The following from the FT (much compacted) and is quoted from a speech b y Martin Wolf:
Last year I enjoyed telling a number of entirely unfair jokes about economists. This year, I looked at the same source and found only one joke about the profession's involvement in depressions. Here it is:
"Such a severe depression and banking crisis could not have been achieved by normal civil servants and politicians, it required economists' involvement."
These... are disturbing times for economists. But they are not all bad. They are also times of the highest intellectual excitement. Economists have been given the material for research programmes stretching decades into the future! Tens of thousands of PhDs, not to mention a few Nobel prizes, are surely waiting to be hatched! And if this crisis kills Real Business Cycle theory, as it surely should, it cannot be all bad.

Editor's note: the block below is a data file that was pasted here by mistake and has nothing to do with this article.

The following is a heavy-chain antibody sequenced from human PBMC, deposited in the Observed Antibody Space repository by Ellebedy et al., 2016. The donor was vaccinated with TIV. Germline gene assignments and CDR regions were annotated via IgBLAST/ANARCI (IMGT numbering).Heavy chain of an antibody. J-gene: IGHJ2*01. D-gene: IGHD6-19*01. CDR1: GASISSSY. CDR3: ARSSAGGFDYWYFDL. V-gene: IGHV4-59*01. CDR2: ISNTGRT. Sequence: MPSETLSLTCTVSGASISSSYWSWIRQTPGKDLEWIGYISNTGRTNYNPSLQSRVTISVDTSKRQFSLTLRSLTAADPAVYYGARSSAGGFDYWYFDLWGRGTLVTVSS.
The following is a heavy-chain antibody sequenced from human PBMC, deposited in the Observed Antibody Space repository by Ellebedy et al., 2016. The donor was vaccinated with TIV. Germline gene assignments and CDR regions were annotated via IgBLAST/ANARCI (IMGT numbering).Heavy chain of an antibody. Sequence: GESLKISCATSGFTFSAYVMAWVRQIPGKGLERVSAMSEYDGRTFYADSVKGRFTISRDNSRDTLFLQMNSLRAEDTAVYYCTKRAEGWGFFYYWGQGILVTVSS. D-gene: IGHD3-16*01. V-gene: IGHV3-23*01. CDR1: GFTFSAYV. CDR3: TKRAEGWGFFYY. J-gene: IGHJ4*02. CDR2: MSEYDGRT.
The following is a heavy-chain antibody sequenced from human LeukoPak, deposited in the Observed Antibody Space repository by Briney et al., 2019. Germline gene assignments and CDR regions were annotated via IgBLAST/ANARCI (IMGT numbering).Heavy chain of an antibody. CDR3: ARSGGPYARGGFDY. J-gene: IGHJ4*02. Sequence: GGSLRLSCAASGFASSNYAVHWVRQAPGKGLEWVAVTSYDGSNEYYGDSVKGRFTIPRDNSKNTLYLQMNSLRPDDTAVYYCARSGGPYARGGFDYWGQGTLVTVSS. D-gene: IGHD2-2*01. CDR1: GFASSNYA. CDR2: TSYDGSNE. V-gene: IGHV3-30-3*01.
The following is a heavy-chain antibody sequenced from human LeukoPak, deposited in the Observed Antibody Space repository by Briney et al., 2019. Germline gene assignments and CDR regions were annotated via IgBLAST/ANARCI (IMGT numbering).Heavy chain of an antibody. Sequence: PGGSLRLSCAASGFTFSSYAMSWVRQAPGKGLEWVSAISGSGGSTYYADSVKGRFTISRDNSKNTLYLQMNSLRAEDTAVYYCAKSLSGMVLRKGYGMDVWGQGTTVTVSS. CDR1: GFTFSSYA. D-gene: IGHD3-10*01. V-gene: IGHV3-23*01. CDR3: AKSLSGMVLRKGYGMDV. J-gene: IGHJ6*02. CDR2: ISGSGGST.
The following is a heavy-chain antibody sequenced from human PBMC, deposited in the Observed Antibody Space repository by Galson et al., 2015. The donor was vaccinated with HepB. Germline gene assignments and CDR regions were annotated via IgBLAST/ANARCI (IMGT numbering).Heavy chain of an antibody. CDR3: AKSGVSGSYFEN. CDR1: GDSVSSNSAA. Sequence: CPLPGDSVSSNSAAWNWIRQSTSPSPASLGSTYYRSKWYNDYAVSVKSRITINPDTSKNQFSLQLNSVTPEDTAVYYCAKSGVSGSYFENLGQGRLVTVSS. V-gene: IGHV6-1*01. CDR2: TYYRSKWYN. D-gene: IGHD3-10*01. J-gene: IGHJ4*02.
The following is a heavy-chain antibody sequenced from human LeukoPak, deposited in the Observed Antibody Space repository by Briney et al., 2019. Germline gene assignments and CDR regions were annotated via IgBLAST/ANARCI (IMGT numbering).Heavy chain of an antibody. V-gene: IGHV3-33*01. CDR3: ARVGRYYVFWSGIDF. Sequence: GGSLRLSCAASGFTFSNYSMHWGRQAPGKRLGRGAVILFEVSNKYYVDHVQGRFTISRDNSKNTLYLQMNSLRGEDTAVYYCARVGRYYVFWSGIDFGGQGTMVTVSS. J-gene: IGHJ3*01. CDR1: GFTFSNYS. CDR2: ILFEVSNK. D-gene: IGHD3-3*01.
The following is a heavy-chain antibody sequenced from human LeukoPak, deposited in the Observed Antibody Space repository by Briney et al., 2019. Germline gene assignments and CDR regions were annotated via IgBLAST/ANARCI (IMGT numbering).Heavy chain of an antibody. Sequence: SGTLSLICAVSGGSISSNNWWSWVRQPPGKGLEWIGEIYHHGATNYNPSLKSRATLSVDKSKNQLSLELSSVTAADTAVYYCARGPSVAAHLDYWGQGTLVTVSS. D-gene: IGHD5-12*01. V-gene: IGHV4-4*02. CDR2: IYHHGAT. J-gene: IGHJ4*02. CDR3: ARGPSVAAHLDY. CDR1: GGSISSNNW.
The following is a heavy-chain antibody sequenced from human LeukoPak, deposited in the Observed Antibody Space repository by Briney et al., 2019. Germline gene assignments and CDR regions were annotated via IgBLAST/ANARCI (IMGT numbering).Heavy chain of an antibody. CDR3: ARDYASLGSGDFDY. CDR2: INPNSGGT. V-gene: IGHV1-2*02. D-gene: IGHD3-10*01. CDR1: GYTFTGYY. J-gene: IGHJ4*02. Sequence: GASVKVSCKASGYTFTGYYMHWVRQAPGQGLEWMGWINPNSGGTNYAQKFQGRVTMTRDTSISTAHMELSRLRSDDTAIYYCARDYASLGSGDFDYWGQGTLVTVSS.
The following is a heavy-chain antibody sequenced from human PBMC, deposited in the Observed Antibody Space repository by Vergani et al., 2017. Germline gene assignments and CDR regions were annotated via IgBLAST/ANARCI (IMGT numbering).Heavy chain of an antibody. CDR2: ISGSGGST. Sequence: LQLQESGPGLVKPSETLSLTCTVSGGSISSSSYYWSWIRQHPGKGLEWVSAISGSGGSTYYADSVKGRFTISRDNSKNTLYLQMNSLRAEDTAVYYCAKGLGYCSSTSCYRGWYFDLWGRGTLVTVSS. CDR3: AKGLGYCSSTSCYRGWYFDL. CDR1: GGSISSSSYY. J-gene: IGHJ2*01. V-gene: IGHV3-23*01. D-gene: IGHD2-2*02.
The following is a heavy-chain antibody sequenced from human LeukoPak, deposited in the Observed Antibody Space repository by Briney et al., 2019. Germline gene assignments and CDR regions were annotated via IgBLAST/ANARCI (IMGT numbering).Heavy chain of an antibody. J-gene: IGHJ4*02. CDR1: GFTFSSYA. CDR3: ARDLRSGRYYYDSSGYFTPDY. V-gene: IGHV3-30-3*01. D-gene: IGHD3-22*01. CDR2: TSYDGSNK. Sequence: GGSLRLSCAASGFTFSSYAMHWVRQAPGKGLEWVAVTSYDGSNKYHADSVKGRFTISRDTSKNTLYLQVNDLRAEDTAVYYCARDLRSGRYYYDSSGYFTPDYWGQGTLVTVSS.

Yet I can't get away from this feeling of inadequacy. One might not expect much from economists, but one would surely expect them to warn us of a crisis on this scale. Some humility is in order. That is going to hurt. A humble economist? Surely not.